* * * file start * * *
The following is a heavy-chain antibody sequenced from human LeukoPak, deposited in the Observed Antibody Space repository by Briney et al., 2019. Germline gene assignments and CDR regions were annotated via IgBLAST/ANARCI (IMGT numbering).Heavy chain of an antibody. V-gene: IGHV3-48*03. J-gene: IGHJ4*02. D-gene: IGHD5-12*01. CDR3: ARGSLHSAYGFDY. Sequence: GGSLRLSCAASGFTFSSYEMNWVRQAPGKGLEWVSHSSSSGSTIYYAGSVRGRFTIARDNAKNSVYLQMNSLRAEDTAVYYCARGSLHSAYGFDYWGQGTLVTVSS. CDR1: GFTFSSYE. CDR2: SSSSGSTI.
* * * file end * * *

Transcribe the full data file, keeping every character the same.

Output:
The following is a heavy-chain antibody sequenced from human LeukoPak, deposited in the Observed Antibody Space repository by Briney et al., 2019. Germline gene assignments and CDR regions were annotated via IgBLAST/ANARCI (IMGT numbering).Heavy chain of an antibody. V-gene: IGHV3-48*03. J-gene: IGHJ4*02. D-gene: IGHD5-12*01. CDR3: ARGSLHSAYGFDY. Sequence: GGSLRLSCAASGFTFSSYEMNWVRQAPGKGLEWVSHSSSSGSTIYYAGSVRGRFTIARDNAKNSVYLQMNSLRAEDTAVYYCARGSLHSAYGFDYWGQGTLVTVSS. CDR1: GFTFSSYE. CDR2: SSSSGSTI.